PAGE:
With Ernie Alleva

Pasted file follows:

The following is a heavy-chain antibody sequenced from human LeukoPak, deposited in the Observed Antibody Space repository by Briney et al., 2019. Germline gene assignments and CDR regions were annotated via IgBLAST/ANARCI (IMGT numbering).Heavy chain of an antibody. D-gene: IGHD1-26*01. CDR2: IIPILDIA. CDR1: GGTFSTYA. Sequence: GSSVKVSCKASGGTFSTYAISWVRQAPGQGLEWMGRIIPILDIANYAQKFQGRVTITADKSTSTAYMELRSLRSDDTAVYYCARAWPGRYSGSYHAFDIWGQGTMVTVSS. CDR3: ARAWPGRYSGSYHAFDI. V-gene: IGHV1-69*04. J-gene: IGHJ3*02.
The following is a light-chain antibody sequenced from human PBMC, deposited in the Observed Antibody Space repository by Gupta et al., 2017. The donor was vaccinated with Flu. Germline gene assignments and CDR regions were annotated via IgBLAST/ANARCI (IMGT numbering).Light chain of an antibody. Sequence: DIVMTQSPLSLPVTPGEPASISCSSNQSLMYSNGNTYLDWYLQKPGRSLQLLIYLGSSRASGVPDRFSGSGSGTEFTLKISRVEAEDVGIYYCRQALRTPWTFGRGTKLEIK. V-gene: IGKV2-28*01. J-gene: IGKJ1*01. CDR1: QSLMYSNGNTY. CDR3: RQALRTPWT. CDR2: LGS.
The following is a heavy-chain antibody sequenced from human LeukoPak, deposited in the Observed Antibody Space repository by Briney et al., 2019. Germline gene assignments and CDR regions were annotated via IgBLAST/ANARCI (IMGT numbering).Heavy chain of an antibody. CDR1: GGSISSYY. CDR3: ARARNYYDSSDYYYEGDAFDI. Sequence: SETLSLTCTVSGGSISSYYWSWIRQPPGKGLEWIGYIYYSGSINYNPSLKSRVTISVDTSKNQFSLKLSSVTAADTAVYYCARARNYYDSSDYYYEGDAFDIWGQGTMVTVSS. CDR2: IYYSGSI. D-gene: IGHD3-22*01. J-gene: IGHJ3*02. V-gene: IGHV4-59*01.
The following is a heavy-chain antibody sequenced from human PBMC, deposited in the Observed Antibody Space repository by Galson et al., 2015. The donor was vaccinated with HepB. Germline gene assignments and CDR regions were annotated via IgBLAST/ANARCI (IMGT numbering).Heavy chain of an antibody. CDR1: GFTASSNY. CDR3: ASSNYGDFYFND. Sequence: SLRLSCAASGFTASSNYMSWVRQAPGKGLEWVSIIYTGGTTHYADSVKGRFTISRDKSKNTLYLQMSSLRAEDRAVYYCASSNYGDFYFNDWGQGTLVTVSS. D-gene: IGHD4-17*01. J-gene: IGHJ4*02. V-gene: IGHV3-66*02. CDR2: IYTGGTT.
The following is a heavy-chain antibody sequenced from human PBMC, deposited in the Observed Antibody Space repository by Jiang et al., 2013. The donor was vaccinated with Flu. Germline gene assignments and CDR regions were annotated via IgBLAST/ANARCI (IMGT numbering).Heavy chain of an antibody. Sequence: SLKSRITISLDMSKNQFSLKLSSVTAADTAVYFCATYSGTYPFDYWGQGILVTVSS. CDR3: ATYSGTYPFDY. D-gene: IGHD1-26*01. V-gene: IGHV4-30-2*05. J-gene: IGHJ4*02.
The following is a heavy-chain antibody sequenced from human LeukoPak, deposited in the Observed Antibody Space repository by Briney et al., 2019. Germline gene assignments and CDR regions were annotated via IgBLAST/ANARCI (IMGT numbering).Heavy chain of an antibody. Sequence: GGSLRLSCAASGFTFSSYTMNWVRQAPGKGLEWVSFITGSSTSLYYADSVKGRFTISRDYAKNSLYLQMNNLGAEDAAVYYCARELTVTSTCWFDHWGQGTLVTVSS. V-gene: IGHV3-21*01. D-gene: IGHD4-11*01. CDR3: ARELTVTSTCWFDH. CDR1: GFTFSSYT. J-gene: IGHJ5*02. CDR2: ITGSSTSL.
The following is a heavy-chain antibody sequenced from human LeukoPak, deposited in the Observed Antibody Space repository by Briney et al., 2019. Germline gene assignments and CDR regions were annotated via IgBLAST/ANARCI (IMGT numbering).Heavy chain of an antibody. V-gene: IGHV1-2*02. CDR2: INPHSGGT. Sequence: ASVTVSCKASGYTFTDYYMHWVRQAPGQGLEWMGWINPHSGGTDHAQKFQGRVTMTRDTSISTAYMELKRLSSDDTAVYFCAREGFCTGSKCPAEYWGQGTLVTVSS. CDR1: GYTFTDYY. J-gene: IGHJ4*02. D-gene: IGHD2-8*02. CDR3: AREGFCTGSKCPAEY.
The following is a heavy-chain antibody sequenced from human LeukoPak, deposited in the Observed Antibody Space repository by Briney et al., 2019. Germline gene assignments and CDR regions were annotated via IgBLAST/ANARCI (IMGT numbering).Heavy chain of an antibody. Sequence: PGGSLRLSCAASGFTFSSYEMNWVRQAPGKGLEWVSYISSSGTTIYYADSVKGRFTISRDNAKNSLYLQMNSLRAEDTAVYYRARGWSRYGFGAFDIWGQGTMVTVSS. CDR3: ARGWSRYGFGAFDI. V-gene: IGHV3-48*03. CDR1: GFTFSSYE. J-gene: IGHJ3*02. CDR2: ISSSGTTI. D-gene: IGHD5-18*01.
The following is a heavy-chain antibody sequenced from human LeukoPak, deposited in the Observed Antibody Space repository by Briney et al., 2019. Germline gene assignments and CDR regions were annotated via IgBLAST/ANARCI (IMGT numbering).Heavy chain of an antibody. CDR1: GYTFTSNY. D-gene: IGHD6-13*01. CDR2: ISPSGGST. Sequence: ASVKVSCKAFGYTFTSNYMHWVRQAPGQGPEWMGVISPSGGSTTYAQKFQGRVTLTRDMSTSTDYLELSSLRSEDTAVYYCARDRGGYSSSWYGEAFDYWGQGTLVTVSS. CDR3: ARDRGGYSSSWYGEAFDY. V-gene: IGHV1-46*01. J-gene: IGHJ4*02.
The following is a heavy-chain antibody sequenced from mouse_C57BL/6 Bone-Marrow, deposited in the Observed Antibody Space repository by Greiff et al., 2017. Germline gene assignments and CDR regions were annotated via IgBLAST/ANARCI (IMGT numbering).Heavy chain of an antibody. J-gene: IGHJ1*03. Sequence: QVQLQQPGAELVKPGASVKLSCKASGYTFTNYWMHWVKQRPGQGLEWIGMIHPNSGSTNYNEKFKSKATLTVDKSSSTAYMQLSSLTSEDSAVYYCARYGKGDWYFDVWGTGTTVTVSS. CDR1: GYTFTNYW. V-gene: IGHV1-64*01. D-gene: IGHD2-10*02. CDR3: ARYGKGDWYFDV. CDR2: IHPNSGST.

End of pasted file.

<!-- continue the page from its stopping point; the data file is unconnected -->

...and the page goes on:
We will examine diverse concerns regarding work: What is “work”? What significance does it have in our lives? How does work vary across social groups, classes, professions, communities, and traditions? How are individual and group identity related to work? What makes work be regarded as easy or hard, desirable or undesirable, meaningful or meaningless? What virtues and vices are associated with work? What moral rights and obligations are related to work? Is there a right to work, or a right to meaningful work? Is there an obligation to work? How should work-related opportunities, benefits, and burdens be distributed in society? What role(s) does gender play in work? How should work be organized and controlled? How are notions of play, leisure, unemployment, or retirement contrasted with (or related to) work? We will approach these and related concerns through classical and contemporary materials in philosophy, the humanities, and the social sciences. (Prior coursework in philosophy or relevant areas of social science is recommended, but not required.)

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